Picture an aircraft hangar filled with vines. Rows upon rows of tiny plants, ranging from a few centimetres high with fledgling green leaves up to one metre tall, all housed in a semi-tropical atmosphere designed to turbo-charge growth.
The floors are white, the wall and roof made of clouded glass creating warm and humid conditions.
This is the hydroponic greenhouse at Mercier Group, one of four that together contain hundreds of thousands of young plants, part of the 30 million vines that are grown at this Loire vine nursery each year.
I’m here to meet with Olivier Zekri, head of research and development for Mercier and the man responsible for overseeing the centre’s newest and most media-friendly arrivals – 340 Merlot and Cabernet Sauvignon plants that have made their way here via 10 months spent on the International Space Station (ISS).
The vines are part of a wider research project from French startup Space Cargo Unlimited that you might have read about – or at least, the part where they were sent to the ISS alongside 12 bottles of Petrus 2000, and that one of the bottles (alongside its terrestrial sibling and an extremely fancy presentation case) is soon to be auctioned by Christies’ private sales department with a price estate of US$1 million.
I was lucky enough to taste another of those bottles a few months ago, and it has to be said that sending Petrus into space, and then auctioning off a bottle for US$1million to fund further space projects, is pretty smart way to get people talking about you.
The vines haven’t generated as many headlines, but they are the part of the project with the most long-term potential, particularly when considered within Mercier’s wider breeding programmes aimed at developing vines with genetic resistance to disease or climate change.
‘Five years ago Mercier provided vines for a Chinese project to send plants into Space,’ says Zekri. ‘But we didn’t follow them on their return and have not been told how they reacted. So it is great this time around to get the chance to track any changes that have been brought about by the ISS environment.’
This time, the vines were sent as small pieces of bud wood, kept at 4 degrees Celsius in 80% humidity within specially-designed containers, then rehydrated and planted on their return to earth in January 2021.
For now half of them are in Zekri’s laboratory along with over 1,000 young plants that are part of other experiments, but will be moved into the hydroponic greenhouses this June.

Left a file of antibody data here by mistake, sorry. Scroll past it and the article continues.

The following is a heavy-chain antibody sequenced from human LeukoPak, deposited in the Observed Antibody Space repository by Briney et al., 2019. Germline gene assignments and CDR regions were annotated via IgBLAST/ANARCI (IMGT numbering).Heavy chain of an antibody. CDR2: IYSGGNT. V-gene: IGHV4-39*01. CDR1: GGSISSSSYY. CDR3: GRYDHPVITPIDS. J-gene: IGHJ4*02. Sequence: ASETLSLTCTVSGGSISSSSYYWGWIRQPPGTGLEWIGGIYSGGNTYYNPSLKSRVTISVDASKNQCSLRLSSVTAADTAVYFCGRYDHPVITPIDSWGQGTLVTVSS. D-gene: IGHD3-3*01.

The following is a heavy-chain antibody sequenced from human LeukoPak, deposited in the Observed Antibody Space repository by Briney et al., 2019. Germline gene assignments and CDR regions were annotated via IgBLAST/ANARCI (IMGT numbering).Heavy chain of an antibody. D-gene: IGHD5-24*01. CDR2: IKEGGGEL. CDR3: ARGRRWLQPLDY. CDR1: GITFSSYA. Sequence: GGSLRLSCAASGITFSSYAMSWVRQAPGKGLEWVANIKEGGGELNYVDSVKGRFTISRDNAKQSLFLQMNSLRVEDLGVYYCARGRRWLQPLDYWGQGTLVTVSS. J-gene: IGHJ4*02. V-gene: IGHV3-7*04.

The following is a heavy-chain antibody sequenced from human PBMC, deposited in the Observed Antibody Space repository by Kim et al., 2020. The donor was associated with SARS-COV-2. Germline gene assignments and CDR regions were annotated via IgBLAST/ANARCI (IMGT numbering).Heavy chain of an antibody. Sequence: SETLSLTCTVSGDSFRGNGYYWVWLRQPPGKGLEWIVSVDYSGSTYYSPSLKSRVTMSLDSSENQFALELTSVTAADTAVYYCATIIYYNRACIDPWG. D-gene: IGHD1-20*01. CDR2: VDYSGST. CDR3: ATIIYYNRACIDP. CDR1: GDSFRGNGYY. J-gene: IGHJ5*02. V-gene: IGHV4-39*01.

The other half are at the Institute of Wine and Vine Science (ISVV) in Bordeaux, being tracked by Professor Stephanie Cluzot and post-doctoral researcher Aleksandra Burdziej.
I first saw them – both at Mercier, and the ISVV – back in March, and went back this week to catch up with Professor Cluzot and Aleksandra. Frankly, it’s hard not to get excited about their growth rate. Around 70% of them (‘at a conservative estimate’, according to Cluzot) have survived and are doing well – and the biggest are now at least two metres in height, just three months after planting.
‘It is still far too early to make any comments, as all of our experiments and results have to be peer-reviewed before release,’ says Cluzot, ‘but we have begun the first round of exposing the vines to pathogens to see how they react.’
They are being tracked through every stage of their growth cycle, alongside control plants from the same original bud wood that remained on earth, to understand if the environmental factors of micro-gravity and elevated radiation have led to gene changes.
Initial DNA analysis was carried out in March, continuing throughout the growing season, with the initial exposure to mildew underway, and exposure to phylloxera planned later. In December, the second-generation canes that will be pruned from this year’s growth will be studied in turn.
‘If the vines, as we hope, prove to have developed strong resistance through their time on the ISS,’ says Zekri, ‘the next step would be to isolate the components responsible for producing these new properties, then clone and graft the vines, planting them directly in the vineyard and eventually assess the wine they produce through vinifying the grapes.
‘In two or three years’ time, assuming all goes to plan, we will then scale up the programme and begin the process of registering them either as an entirely new variety or, more likely, separate clones of Merlot and of Cabernet Sauvignon. At that point, they will be ready for sale on the open market.’
Although not, let’s hope, for US$1 million apiece.